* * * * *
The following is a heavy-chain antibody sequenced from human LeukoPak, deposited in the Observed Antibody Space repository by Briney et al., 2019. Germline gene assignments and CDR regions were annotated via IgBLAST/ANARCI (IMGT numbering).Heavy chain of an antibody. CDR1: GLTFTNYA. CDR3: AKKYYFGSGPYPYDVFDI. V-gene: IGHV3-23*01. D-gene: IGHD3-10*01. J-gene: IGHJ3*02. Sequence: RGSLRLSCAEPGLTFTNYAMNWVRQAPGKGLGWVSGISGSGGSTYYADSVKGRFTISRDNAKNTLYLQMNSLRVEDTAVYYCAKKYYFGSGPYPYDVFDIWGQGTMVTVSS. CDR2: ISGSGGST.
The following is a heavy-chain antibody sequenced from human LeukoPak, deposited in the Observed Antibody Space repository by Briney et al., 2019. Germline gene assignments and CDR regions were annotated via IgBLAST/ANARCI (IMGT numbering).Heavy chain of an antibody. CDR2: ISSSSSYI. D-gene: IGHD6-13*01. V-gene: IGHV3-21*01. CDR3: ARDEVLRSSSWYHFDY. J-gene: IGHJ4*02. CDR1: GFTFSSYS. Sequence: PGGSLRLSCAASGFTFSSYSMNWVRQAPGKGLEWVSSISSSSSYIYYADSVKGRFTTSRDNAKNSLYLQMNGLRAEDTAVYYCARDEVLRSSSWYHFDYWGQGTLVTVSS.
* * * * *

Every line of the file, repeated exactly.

The following is a heavy-chain antibody sequenced from human LeukoPak, deposited in the Observed Antibody Space repository by Briney et al., 2019. Germline gene assignments and CDR regions were annotated via IgBLAST/ANARCI (IMGT numbering).Heavy chain of an antibody. CDR1: GLTFTNYA. CDR3: AKKYYFGSGPYPYDVFDI. V-gene: IGHV3-23*01. D-gene: IGHD3-10*01. J-gene: IGHJ3*02. Sequence: RGSLRLSCAEPGLTFTNYAMNWVRQAPGKGLGWVSGISGSGGSTYYADSVKGRFTISRDNAKNTLYLQMNSLRVEDTAVYYCAKKYYFGSGPYPYDVFDIWGQGTMVTVSS. CDR2: ISGSGGST.
The following is a heavy-chain antibody sequenced from human LeukoPak, deposited in the Observed Antibody Space repository by Briney et al., 2019. Germline gene assignments and CDR regions were annotated via IgBLAST/ANARCI (IMGT numbering).Heavy chain of an antibody. CDR2: ISSSSSYI. D-gene: IGHD6-13*01. V-gene: IGHV3-21*01. CDR3: ARDEVLRSSSWYHFDY. J-gene: IGHJ4*02. CDR1: GFTFSSYS. Sequence: PGGSLRLSCAASGFTFSSYSMNWVRQAPGKGLEWVSSISSSSSYIYYADSVKGRFTTSRDNAKNSLYLQMNGLRAEDTAVYYCARDEVLRSSSWYHFDYWGQGTLVTVSS.